I drove on the highway. Despite the best efforts of the weather outside, I drove through the night with thin clouds of particles brushing past my windshield. I should not have been driving in the snow. And to make matters worse for myself, my windshield caked with mineral residue and a filthy grime from the roads and weather alike. My wipers would not remove it, despite my efforts of turning them on and off again.
I pulled into the parking space of a gas station convenience store, turning down the sound of my speakers playing viking metal a few decibels too loud. I considered cleaning my windshield. Blasphemy I thought. Surely it would be easier to ignore the problem and drive with my head tilted rather than devote my precious time and energy to cleaning my windshield.
Opening the glove box I sifted through my things. I produced a jar full of change and shut the compartment; slamming it several times before it would shut completely. Carefully I poured the contents of the jar into my hand. First, I sifted through the quarters; four dollars. I then collected together the dimes and nickels to add two dollars and eighty five cents. I hesitated for some time, pondering the predicament before me. I begrudgingly began to sift through the remaining pennies; producing fifteen.
Seven dollars. Tonight I would purchase a feast fit for a king.
I entered the establishment. It was bright, well lit. My eyes did not adjust for some time. The polished floor was caked with mineral deposit and salts from those who did not wipe their feet as I did. Haphazard fools they were; ones with no respect for the establishment that provided them the basic necessities of coffee, energy drink and highly processed foods. Classic rock played on the speakers throughout the store. Tasteless I thought. It would surely be better with viking metal.
I approached the kiosk and began constructing my feast of turkey, lettuce and bread. A frantic woman paced behind the counter; the only employee stationed to deliver sandwiches to those in need. Behind me stood two impatient looking teenagers, talking in a manner you'd expect of a band of uncouth youths. And to my side, ordering on the kiosk, was a man.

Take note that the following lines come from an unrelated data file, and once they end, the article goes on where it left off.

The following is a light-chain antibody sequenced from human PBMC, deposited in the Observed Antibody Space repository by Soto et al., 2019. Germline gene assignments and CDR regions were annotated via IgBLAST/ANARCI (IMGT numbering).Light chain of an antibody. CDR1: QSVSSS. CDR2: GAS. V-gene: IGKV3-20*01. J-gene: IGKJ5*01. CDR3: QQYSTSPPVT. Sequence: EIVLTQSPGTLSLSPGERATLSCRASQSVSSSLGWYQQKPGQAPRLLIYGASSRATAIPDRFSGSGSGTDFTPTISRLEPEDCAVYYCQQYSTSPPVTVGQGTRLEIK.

An oriental man he was, elderly in appearance; I guessed the man to be roughly in his fifties. The man was short and skinny; an individual such as myself towered over the tiny frail man. Rounded glasses sat perched on a nose several sizes too big for his face. His balding head was a wild mane of unkempt black hair, the reflection of the artificial light source gleaming on the patch of brown skin atop his head.
He heralded the only woman behind the counter. Much to the dismay of the teenagers she dropped what she was doing; synthesizing their milkshakes. The man shakily pointed to the kiosk, seemingly confused and disoriented, as the woman aided him in assembling his sandwich. I detested the impatience of the teenagers. For I was a man, and a true man knows patience of the hunter reaped the rewards of nourishment.
Completed with his task the man shambled from the kiosk, limping with a single good leg. I made eye contact with him momentarily, and averted my gaze soon after. In the corner of my eye I saw him freeze. For a time, I awaited his departure. However, he did not budge. I could feel his stare.
I returned his gaze. He stared with unblinking eyes, never breaking eye contact. He reached into his pocket with a single shambling hand and removed a case. He opened it, removed his circular glasses, and replaced them with a pair of sunglasses. Absurd I thought! One does not wear sunglasses in a well lit establishment, let alone in the darkness of night and snow. Surely this shambling gentleman was a madman I thought to myself. I could feel my gaze became twisted with rage and madness.
The man spoke. "Video game. Video game are the devil."
I stood dumbstruck. For I did not agree with his opinion. The teenagers stood stunned, aggravated at the man's words. While I and the teenagers had had our differences in the past, I came to the conclusion that they too were shocked and appalled. And would surely be my allies. Suddenly my mind began to twist into madness. My mind could not grasp the invalid logic of his statement. Video game was not the devil. My rage could be contained no longer.
I could hear my sandwich being called, though I did not care. There would be a time for my feast, yet as of now it was not of the hour. I unbuckled my trousers, staring enraged at the man as my pants fell to my ankles. I shimmied over to the man, surely a menacing sight for him to behold. I would show him the meaning of fear. Raising my arms to the sky as if shaking the heavens themselves I roared a mighty battle cry as a torrent of fecal matter evacuated my bowels.
"Video games are not the devil!" I boomed.
The man smiled. I could feel his madness gripping my mind as if it was a knife to my throat. I struggled, slamming into racks of chips and snacks as his power overcame me. "I will not be defeated!" I screamed vainly. I collapsed to my knees, roaring a deafening cry of defeat. His voice rang in my head. Repeatedly. Again and again it repeated to me.
"Video game. Video game are the devil."
I then ate my sandwich in the back of a police car. I did not suffer the loss of this day; for I would have my revenge.